Back in the Spotlight – the 80’s
In 1983 the photographer Nick Fry discovered the venue and eventually persuaded the management to hold a club night on Wednesday's. The result was a return to the splendour of past decades but set in the consumer driven boom of the eighties. Models, fashion editors and pop stars all congregated religiously at the Café every Wednesday. The current heavyweight stars of the day, from George Michael to Boy George to a fledgling Naomi Campbell mixed with other major names-Mick Jagger, Andy Warhol and bizarrely Claus Von Bulow to recreate the hedonism of the roaring twenties. Flying in the legendary DJ Albert from Paris on a weekly basis ensured that the appeal stretched across Europe.
Due to the strong media connections, the Café became a favourite setting for fashion shoots and films, being used as the prime location for Scandal, The Krays and Absolute Beginners. But the roaring decade soon burnt itself out and glamorous venues such as the Café de Paris were among those worst hit by the recession. There was talk of various takeovers, but negotiations proved fruitless. The Café lay dormant; it’s interior decaying and a shadow of its former self.
Restored and Reborn, 1996-1999
Café De Paris re-opened in 1996 amid a flurry of global publicity. It immediately became the place to be seen once again attracting A-list celebrities and London's infamously transitory 'in-crowd' on a previously unheralded regularity. Award ceremonies such as MTV, GQ and The Brits and major fashion designers all chose Café as their venue of preference.
Notable parties during the late nineties were; Puff Daddy’s European album launch, Sony’s 20 years of the Walkman, a Prince secret gig, the James Bond premiere party, the Vivienne Westwood catwalk show, the Spice Girls and Lennox Lewis celebrating his world titles, to name but a few!
2000 and beyond:
The current owner, Brian Stein, took over Café de Paris in 2002, passionately committed to completing the restoration of this prestigious venue to the glory and glamour of her heyday. A fresh and dynamic team swiftly began to attract high profile events such as the Agent Provocateur 10th Birthday, Marie Claire's 17th, the Merchant of Venice’s premiere party and the spectacular MasterCard One Priceless Night.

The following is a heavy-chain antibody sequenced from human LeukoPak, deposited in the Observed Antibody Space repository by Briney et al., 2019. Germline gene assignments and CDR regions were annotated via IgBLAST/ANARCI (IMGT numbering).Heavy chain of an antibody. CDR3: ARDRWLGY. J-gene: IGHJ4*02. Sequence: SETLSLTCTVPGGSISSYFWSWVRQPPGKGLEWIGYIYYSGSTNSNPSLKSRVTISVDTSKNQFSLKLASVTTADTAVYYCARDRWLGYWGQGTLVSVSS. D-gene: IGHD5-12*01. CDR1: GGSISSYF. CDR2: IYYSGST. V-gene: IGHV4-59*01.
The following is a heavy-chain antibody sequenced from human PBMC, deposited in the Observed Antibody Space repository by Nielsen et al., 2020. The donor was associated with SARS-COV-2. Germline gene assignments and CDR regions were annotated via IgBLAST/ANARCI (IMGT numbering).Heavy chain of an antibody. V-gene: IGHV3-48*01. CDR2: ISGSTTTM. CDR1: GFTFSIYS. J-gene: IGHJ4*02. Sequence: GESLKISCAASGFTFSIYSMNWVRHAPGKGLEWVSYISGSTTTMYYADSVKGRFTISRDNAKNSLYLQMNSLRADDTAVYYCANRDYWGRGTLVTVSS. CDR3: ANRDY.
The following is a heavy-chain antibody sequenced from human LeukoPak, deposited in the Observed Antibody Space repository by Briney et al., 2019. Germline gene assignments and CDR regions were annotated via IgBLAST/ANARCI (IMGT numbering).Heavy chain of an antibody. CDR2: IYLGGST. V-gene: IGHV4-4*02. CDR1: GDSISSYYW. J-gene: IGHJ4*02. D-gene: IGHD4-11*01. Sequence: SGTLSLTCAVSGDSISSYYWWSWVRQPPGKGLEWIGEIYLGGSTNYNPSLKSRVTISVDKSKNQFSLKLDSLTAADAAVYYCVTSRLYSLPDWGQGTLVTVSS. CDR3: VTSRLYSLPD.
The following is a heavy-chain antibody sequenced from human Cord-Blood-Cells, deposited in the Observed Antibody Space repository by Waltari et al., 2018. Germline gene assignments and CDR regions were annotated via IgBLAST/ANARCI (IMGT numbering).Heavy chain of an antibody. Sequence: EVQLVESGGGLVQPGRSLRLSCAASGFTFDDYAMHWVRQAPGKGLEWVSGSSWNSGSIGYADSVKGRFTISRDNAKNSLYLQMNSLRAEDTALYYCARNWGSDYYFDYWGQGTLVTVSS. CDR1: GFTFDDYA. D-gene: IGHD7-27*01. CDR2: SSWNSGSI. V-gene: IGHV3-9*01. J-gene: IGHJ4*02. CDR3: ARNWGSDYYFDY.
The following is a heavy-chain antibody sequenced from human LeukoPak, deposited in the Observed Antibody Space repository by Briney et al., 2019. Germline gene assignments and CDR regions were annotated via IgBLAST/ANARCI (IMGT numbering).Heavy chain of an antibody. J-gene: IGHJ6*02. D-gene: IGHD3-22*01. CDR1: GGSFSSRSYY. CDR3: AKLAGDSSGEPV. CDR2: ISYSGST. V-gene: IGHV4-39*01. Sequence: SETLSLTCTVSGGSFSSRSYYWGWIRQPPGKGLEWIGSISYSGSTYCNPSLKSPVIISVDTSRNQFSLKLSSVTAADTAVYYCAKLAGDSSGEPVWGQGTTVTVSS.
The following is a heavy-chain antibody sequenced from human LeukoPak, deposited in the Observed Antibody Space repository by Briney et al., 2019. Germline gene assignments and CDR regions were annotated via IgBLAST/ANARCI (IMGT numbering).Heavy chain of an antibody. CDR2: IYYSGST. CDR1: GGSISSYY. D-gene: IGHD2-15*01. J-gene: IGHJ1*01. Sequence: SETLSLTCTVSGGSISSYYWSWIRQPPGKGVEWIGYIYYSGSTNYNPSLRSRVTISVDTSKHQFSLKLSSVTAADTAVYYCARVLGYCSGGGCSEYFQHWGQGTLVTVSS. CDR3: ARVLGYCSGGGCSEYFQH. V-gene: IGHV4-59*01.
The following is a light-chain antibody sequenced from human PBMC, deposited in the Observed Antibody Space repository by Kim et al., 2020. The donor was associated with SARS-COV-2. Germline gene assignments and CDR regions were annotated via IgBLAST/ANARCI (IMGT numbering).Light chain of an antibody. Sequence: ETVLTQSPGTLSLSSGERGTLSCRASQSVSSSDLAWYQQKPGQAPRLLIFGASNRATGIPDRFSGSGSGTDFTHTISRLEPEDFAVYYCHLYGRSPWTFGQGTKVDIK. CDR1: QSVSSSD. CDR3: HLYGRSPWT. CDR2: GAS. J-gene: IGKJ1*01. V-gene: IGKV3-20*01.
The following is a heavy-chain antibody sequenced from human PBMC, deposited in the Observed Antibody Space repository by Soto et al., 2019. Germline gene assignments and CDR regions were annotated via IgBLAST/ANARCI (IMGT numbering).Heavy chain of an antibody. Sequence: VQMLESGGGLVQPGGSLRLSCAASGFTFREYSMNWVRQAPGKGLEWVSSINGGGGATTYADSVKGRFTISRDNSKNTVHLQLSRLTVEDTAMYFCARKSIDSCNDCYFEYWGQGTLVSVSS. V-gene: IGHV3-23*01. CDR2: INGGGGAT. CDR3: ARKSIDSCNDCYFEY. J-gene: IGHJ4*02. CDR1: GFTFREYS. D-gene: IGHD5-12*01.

As the shine returned Cafe de Paris the venue once again caught the eye of the British film industry. The incredible list of location credits include: The Edge of Love [Keira Knightley, Sienna Miller 2008], An Education [Carey Mulligan 2009], How to Lose Friends & Alienate people [Simon Pegg, Kirsten Dunst 2008], Rush [Daniel Brühl, Olivia Wilde 2013] to name but a few. Just as with Piccadilly  Cafe’s starring role as the back drop to such blockbuster films only raised its profile further.
2008 heralded the 80th birthday celebrations, for which the VIP rooms were re-modelled to include decadent drapes, an Alice in Wonderland red velvet padded corridor and 5 huge red velvet beds. The anniversary party included the infamous martini glass performance from Dita Von Teese and once again the crème of London society filled the ballroom.
Since the historic anniversary celebrations Cafe de Paris has been at the forefront of the cabaret and burlesque revival of recent years. Flash Monkey and The Wam Bam club blazed the trail, bringing variety and burlesque back to London’s West End on an unprecedented scale and in 2011 ‘La Reve’ hosted by the award winning Dusty Limits joined the party, cementing Cafe’s position as the capital’s leading cabaret venue.
In 2012 the stage was restored to its original position, framed by the historic staircases. This stunning refurbishment allowed ‘The Black Cat cabaret’ to raise the bar still further. Once again the hallowed boards of the Cafe de Paris stage rocked to the sound of sell out houses, attracting some of the world’s biggest names in circus, cabaret and variety.
Today Cafe de Paris is leading the way, stealing the headlines on a daily basis, hosting the crème of London’s events attended by the rich and famous from around the globe, presenting the most spectacular cabaret, burlesque and variety shows in town and showcasing talent from around the world, it continues to entertain London as it has done for almost a century.
3-4 Coventry Street,
020 7734 7700